"Welcome, ladies and gentlemen, to the Ringling Bros. and Barnum & ... "
This is the first in a series of previews of classic car auctions in January.
“Welcome, ladies and gentlemen, to the Ringling Bros. and Barnum & … ” Oops, of course we mean Barrett & Jackson, not Barnum & Bailey. But while one is “The Greatest Show on Earth” and the other merely stages “The World’s Greatest Collector Car Auctions,” both provide multi-ring, circus-style entertainment for children — and car collectors — of all ages.
Sure, next month Barrett-Jackson moves its auction block from a big old tent-style structure into a dazzling new 130,000-square-foot arena that was part of a $52 million upgrade to the WestWorld facilities by the City of Scottsdale, Arizona. Fear not, however, the circus continues. This year, the 43rd for Barrett-Jackson, there even will be a carousel, which you’ll be able to ride — provided, of course, that you are the high bidder — and there also will be bull-riding cowboys providing late-night entertainment over in the newly completed Equidome.
You’ll notice the changes as soon as you arrive at WestWorld, where the activities begin Sunday, January 12, with the annual Family Value Day from 8 a.m. until 5 p.m.
Monday, Bret Michaels will provide the entertainment at the auction gala. Bidding on some 1,400 vehicles begins at 2 p.m. Tuesday and runs to the late afternoon on Sunday. Over the course of the week, some 250,000 people are expected to attend the circus — err, auction.
Instead of the old and relatively narrow entry way, you’ll be greeted by a set of structures that stretch eight-tenths of a mile.
“We’re in the new building but we still have the old tent,” said Barrett-Jackson chairman Craig Jackson, who said there will be structures stretching from the old building to the new one, and from there some 600 feet out into what used to be a parking lot.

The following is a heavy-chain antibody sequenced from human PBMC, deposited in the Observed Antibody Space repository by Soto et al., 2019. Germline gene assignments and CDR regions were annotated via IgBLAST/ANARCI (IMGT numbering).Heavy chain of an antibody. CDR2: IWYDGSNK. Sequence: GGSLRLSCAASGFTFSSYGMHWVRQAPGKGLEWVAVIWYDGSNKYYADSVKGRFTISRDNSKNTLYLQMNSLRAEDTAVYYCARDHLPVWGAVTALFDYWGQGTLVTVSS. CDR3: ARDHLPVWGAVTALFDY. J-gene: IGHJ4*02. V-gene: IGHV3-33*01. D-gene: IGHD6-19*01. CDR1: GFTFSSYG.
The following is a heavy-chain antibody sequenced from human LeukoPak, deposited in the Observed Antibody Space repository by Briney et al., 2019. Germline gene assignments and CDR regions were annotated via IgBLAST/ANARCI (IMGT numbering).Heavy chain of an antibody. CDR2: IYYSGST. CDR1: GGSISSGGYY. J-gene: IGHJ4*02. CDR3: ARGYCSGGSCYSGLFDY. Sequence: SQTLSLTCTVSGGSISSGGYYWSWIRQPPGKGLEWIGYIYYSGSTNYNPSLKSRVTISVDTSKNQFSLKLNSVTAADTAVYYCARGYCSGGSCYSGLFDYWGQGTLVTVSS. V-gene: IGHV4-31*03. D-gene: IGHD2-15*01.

“That’s eight-tenths of a mile all indoors,” he said.
Because of the new buildings, the ride-and-drive area has been moved from the upper lot to the lower pavement.
Jackson also said that the “portapotties are gone,” with the exception of a few down on the lower field. The new buildings include real restrooms.
Also gone, he said, are all those noisy electrical generators, except for the few that provide backup power for the equipment used to televise the auction.
And even the television package has changed. Gone (at least in the United States) is the Speed Channel. Instead, the Scottsdale auction will be televised by various other Fox channels, including Fox Business, the National Geographic Channel and even the primary and over-the-air Fox broadcast channel that shows everything from NFL games to American Idol.
Speaking of American idols, some of the most iconic American cars will be featured during Fox Broadcast’s live coverage on Saturday.
Barrett-Jackson’s star cars, the Salon Collection, will be split into two groups with American cars up for bidding during the Fox Broadcast in the afternoon and European classics and sports cars during the usual prime-time Saturday night extravaganza, which will be televised by National Geographic.
“We’ve supersized Saturday,” Jackson said.
The Salon Collection gets its own 216-page catalog. That’s in addition to the 600-plus page catalog that covers the rest of the auction docket.
Those Salon cars range from a 1929 Duesenberg to a gull-wing Mercedes-Benz 300SL and from a Shelby King Cobra to the Snake and Mongoose Hot Wheels funny cars and their transporters.
“We’ve had an incredible journey this past year with the Snake and Mongoose,” Jackson said. “The first premiere of the movie was at Hot August Nights [where Barrett-Jackson staged its newest auction during the popular and annual hot-rod festival].
“Then we took both cars and car haulers and drove them down the drag strip at Indy where all the [famed] grudge matches started in the U.S. Nationals. There was another movie premiere night at Indianapolis and all the modern and legendary drag racers came. That was truly incredible.
“Snake [Don Prudhomme] and Mongoose [Tom McEwen] changed drag racing by bringing non-automotive sponsorship — and showmanship — into it.
“I don’t know what the cars and transporters will bring,” Jackson added. “I put them into the wild-card category, but they’re truly a piece of American history.”
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